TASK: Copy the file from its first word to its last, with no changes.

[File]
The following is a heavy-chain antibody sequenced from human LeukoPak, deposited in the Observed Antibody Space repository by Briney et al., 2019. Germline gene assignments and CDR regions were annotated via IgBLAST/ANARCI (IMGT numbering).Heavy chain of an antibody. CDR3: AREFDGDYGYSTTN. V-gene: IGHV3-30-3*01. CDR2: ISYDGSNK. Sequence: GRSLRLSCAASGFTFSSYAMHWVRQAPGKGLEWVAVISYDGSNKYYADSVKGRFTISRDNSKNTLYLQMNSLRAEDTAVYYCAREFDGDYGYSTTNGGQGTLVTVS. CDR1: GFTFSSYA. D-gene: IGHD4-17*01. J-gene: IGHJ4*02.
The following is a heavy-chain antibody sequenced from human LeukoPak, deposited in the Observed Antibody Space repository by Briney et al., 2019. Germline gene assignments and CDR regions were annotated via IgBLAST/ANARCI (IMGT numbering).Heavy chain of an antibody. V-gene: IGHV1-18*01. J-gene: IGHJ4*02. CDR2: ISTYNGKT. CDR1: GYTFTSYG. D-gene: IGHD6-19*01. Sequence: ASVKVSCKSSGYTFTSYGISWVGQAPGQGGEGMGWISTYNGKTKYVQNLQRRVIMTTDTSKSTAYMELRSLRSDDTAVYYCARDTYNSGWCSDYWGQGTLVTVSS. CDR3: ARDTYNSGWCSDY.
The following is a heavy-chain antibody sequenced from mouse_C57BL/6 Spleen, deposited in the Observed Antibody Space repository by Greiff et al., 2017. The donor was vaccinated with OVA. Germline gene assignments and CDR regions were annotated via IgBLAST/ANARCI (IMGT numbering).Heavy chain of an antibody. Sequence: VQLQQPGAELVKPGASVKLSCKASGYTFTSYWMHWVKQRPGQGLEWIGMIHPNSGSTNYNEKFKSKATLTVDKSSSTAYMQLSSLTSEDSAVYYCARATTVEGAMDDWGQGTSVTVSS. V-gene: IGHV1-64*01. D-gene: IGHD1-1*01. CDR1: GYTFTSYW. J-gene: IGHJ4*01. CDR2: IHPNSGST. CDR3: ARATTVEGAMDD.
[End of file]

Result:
The following is a heavy-chain antibody sequenced from human LeukoPak, deposited in the Observed Antibody Space repository by Briney et al., 2019. Germline gene assignments and CDR regions were annotated via IgBLAST/ANARCI (IMGT numbering).Heavy chain of an antibody. CDR3: AREFDGDYGYSTTN. V-gene: IGHV3-30-3*01. CDR2: ISYDGSNK. Sequence: GRSLRLSCAASGFTFSSYAMHWVRQAPGKGLEWVAVISYDGSNKYYADSVKGRFTISRDNSKNTLYLQMNSLRAEDTAVYYCAREFDGDYGYSTTNGGQGTLVTVS. CDR1: GFTFSSYA. D-gene: IGHD4-17*01. J-gene: IGHJ4*02.
The following is a heavy-chain antibody sequenced from human LeukoPak, deposited in the Observed Antibody Space repository by Briney et al., 2019. Germline gene assignments and CDR regions were annotated via IgBLAST/ANARCI (IMGT numbering).Heavy chain of an antibody. V-gene: IGHV1-18*01. J-gene: IGHJ4*02. CDR2: ISTYNGKT. CDR1: GYTFTSYG. D-gene: IGHD6-19*01. Sequence: ASVKVSCKSSGYTFTSYGISWVGQAPGQGGEGMGWISTYNGKTKYVQNLQRRVIMTTDTSKSTAYMELRSLRSDDTAVYYCARDTYNSGWCSDYWGQGTLVTVSS. CDR3: ARDTYNSGWCSDY.
The following is a heavy-chain antibody sequenced from mouse_C57BL/6 Spleen, deposited in the Observed Antibody Space repository by Greiff et al., 2017. The donor was vaccinated with OVA. Germline gene assignments and CDR regions were annotated via IgBLAST/ANARCI (IMGT numbering).Heavy chain of an antibody. Sequence: VQLQQPGAELVKPGASVKLSCKASGYTFTSYWMHWVKQRPGQGLEWIGMIHPNSGSTNYNEKFKSKATLTVDKSSSTAYMQLSSLTSEDSAVYYCARATTVEGAMDDWGQGTSVTVSS. V-gene: IGHV1-64*01. D-gene: IGHD1-1*01. CDR1: GYTFTSYW. J-gene: IGHJ4*01. CDR2: IHPNSGST. CDR3: ARATTVEGAMDD.